Disaster Recovery Gets a Workout

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Yesterday’s massive power outage in the Northeast and Canada drove home what most corporate IT departments already know: disaster recovery preparation

“The fact that we haven’t heard too much about this topic, other than Fidelity shutting down after hours trading, suggests that everything went smoothly,” reports Steve Kenniston, technology analyst at Enterprise Storage Group. “All of the financial institutions told everyone to come into work, so that shows things were fine as well…Since 9/11, there is a heightened sense of awareness around these factors, and despite what the public may or may not know or hear about IT, a number of folks that consider data protection a key asset to longevity of their business did take action.”

But while large companies appear to have been prepared, small companies might not have fared as well.

“An often-overlooked side of these stories concerns small- and mid-size businesses,” says John McKnight, senior analyst at Enterprise Storage Group. “My guess is that most of them do not have an adequate – if any – data protection strategy. For example, even if there was no impact to Wall Street yesterday, I’d be curious to know how many 5-10 employee advertising agencies, PR firms, architects, and fashion houses in New York City lost valuable data in the outage. There’s definitely an economic impact there, albeit on a smaller scale.”

Brian Fowler, global director for business continuity services at HP, agrees that small companies could be hit the hardest.

Smaller companies typically have UPS (uninterruptible power supply) systems that allow for a controlled shut down, but they don’t typically have generators for longer-term outages. That means they’re off-line until power is restored.

“The longer you’re off-line, the more likely it is that customers will phone someone else,” says Fowler. “It’s 10 times more expensive to get a new customer than to keep an existing one.”

The events of 9/11, other terrorist attacks since, SARS, and recent laws and regulations like Sarbanes-Oxley have driven home the need for business
continuity solutions. As a result, “a lot more customers were prepared for this than would have been the case two or three years ago,” states Fowler.

That means that more small- and medium-sized businesses (SMBs) are developing business continuity plans, according to Fowler, focusing on traditional “shared subscription” plans. Among larger companies, more and more are requesting “disaster-tolerant” solutions, such as HP’s recently announced StorageWorks Multi-Site Disaster Tolerant Solution, for when “no downtime is acceptable and every transaction is important,” says Fowler.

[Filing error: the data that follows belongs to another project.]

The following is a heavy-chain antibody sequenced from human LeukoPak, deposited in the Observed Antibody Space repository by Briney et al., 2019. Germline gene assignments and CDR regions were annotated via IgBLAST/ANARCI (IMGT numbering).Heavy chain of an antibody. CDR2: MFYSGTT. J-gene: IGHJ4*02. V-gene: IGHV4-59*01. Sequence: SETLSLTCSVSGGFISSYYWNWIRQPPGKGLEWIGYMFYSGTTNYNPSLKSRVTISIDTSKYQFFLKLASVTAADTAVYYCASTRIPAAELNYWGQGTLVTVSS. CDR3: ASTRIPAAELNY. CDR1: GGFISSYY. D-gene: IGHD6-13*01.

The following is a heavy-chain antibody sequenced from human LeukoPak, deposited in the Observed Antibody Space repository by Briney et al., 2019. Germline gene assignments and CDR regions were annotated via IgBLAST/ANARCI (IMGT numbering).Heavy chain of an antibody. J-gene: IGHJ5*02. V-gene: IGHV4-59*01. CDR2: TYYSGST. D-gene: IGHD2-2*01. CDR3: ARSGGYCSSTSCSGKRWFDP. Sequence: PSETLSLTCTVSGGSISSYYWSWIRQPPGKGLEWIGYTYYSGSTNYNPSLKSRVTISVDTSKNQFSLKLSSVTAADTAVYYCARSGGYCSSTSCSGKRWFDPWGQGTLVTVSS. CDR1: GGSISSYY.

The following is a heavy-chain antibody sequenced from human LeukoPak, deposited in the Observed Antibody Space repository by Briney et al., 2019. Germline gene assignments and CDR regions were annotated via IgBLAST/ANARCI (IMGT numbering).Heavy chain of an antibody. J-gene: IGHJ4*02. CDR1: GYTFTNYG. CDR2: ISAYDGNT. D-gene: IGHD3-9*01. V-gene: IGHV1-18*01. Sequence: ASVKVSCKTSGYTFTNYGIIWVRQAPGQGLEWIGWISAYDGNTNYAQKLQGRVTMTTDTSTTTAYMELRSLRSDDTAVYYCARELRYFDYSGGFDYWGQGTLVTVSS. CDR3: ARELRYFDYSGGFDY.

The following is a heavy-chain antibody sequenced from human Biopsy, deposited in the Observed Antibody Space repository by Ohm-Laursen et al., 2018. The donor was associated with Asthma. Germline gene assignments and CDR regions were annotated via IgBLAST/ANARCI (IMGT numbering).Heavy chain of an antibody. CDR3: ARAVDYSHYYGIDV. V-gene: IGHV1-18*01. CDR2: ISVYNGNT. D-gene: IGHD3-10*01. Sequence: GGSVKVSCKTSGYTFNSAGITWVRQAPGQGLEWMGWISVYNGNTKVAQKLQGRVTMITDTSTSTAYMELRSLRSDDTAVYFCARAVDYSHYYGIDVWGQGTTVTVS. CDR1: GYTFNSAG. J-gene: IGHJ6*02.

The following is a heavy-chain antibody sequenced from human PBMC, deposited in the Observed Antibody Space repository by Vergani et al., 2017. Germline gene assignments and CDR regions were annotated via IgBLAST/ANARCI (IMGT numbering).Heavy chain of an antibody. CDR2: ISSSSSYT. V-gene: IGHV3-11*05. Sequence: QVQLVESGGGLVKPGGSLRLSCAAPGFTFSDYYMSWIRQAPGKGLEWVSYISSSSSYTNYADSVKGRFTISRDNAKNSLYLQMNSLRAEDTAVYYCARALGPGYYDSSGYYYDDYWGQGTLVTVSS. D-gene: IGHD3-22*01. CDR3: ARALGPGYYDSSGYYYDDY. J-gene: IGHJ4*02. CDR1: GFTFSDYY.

For companies developing disaster recovery plans, Fowler tells them not to focus on what might occur. “Focus on what the extent of the event and consequences might be and work from there.”

HP had one customer who declared a disaster — but that’s not as bad as it sounds. The company, which has a business services agreement with HP and mirrored data,
switched over production to HP’s 50,000 square-foot recovery center in Philadelphia and is back up and running. Several other customers have notified HP that they too may be running operations out of the center if the outage goes on much longer.

In HP’s Toronto facilities, 14 outsourced customers and HP internal operations are handled out of robust, dual operation centers with fully redundant capabilities. When the outage hit, HP said it seamlessly transitioned to UPS units, then to backup diesel generators loaded with sufficient capacity for up to one full week. The uninterrupted trade customer operations in Toronto include banking operations (including one system that supports ATMs across Canada) and SAP environments supporting manufacturing and financial processes.

The Toronto facilities also support internal HP applications, such as www.hpshopping.com, HP’s direct shopping Web site, which is up and running on diesel generators. HP manages disaster-tolerant configurations at the Toronto Operations Centers for a wide variety of multi-vendor equipment, including IBM mainframes, IBM AS/400s, IBM RS/6000s, Sun servers, HP UNIX servers, HP Non-Stop servers, and Windows servers.

If companies didn’t get the message before, the events of this week will likely drive home just how important a thorough disaster recovery plan is.

“People need to consider that data protection is more than just backup software,” says ESG’s Kenniston. “DR stems all the way to understanding what power grids you are on, how to ensure that in the event of failure you know where to find things like license of software, how to quickly replace hardware, how to work with your vendors, etc. Data protection/disaster recovery is a process.”

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Paul Shread
Paul Shread
eSecurity Editor Paul Shread has covered nearly every aspect of enterprise technology in his 20+ years in IT journalism, including an award-winning series on software-defined data centers. He wrote a column on small business technology for Time.com, and covered financial markets for 10 years, from the dot-com boom and bust to the 2007-2009 financial crisis. He holds a market analyst certification.

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